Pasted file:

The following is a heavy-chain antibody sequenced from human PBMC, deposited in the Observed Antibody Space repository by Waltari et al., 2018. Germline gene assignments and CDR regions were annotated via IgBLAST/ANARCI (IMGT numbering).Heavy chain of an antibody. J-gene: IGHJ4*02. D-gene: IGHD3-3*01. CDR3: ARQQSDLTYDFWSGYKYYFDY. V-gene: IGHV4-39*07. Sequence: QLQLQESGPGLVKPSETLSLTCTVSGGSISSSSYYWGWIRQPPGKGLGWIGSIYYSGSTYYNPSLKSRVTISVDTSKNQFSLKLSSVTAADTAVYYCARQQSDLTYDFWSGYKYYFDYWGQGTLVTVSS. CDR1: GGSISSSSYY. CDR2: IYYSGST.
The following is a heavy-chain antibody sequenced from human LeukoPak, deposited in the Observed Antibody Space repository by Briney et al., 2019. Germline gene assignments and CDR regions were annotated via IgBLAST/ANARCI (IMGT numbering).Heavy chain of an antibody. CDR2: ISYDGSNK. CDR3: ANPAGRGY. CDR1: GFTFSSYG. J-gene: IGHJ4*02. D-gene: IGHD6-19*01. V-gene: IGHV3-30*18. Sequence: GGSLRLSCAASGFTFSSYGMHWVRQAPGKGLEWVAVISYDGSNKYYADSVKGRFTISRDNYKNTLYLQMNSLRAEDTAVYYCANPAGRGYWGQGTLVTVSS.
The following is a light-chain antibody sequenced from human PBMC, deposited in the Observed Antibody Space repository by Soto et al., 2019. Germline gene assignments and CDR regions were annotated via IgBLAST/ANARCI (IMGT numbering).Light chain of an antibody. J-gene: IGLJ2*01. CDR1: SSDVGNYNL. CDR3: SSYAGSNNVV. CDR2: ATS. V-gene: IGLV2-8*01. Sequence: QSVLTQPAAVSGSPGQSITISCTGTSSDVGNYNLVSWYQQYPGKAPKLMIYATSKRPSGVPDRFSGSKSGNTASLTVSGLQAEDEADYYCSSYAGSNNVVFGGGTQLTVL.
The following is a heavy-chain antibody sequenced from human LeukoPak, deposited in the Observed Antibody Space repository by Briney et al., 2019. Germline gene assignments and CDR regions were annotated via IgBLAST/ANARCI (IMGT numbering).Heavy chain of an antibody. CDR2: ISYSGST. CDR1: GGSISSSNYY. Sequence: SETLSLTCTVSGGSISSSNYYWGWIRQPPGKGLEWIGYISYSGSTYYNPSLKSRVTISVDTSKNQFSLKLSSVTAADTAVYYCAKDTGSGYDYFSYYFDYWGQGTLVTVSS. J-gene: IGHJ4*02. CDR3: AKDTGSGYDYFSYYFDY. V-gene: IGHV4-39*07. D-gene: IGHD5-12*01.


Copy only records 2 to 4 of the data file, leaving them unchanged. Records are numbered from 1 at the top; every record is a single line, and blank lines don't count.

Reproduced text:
The following is a heavy-chain antibody sequenced from human LeukoPak, deposited in the Observed Antibody Space repository by Briney et al., 2019. Germline gene assignments and CDR regions were annotated via IgBLAST/ANARCI (IMGT numbering).Heavy chain of an antibody. CDR2: ISYDGSNK. CDR3: ANPAGRGY. CDR1: GFTFSSYG. J-gene: IGHJ4*02. D-gene: IGHD6-19*01. V-gene: IGHV3-30*18. Sequence: GGSLRLSCAASGFTFSSYGMHWVRQAPGKGLEWVAVISYDGSNKYYADSVKGRFTISRDNYKNTLYLQMNSLRAEDTAVYYCANPAGRGYWGQGTLVTVSS.
The following is a light-chain antibody sequenced from human PBMC, deposited in the Observed Antibody Space repository by Soto et al., 2019. Germline gene assignments and CDR regions were annotated via IgBLAST/ANARCI (IMGT numbering).Light chain of an antibody. J-gene: IGLJ2*01. CDR1: SSDVGNYNL. CDR3: SSYAGSNNVV. CDR2: ATS. V-gene: IGLV2-8*01. Sequence: QSVLTQPAAVSGSPGQSITISCTGTSSDVGNYNLVSWYQQYPGKAPKLMIYATSKRPSGVPDRFSGSKSGNTASLTVSGLQAEDEADYYCSSYAGSNNVVFGGGTQLTVL.
The following is a heavy-chain antibody sequenced from human LeukoPak, deposited in the Observed Antibody Space repository by Briney et al., 2019. Germline gene assignments and CDR regions were annotated via IgBLAST/ANARCI (IMGT numbering).Heavy chain of an antibody. CDR2: ISYSGST. CDR1: GGSISSSNYY. Sequence: SETLSLTCTVSGGSISSSNYYWGWIRQPPGKGLEWIGYISYSGSTYYNPSLKSRVTISVDTSKNQFSLKLSSVTAADTAVYYCAKDTGSGYDYFSYYFDYWGQGTLVTVSS. J-gene: IGHJ4*02. CDR3: AKDTGSGYDYFSYYFDY. V-gene: IGHV4-39*07. D-gene: IGHD5-12*01.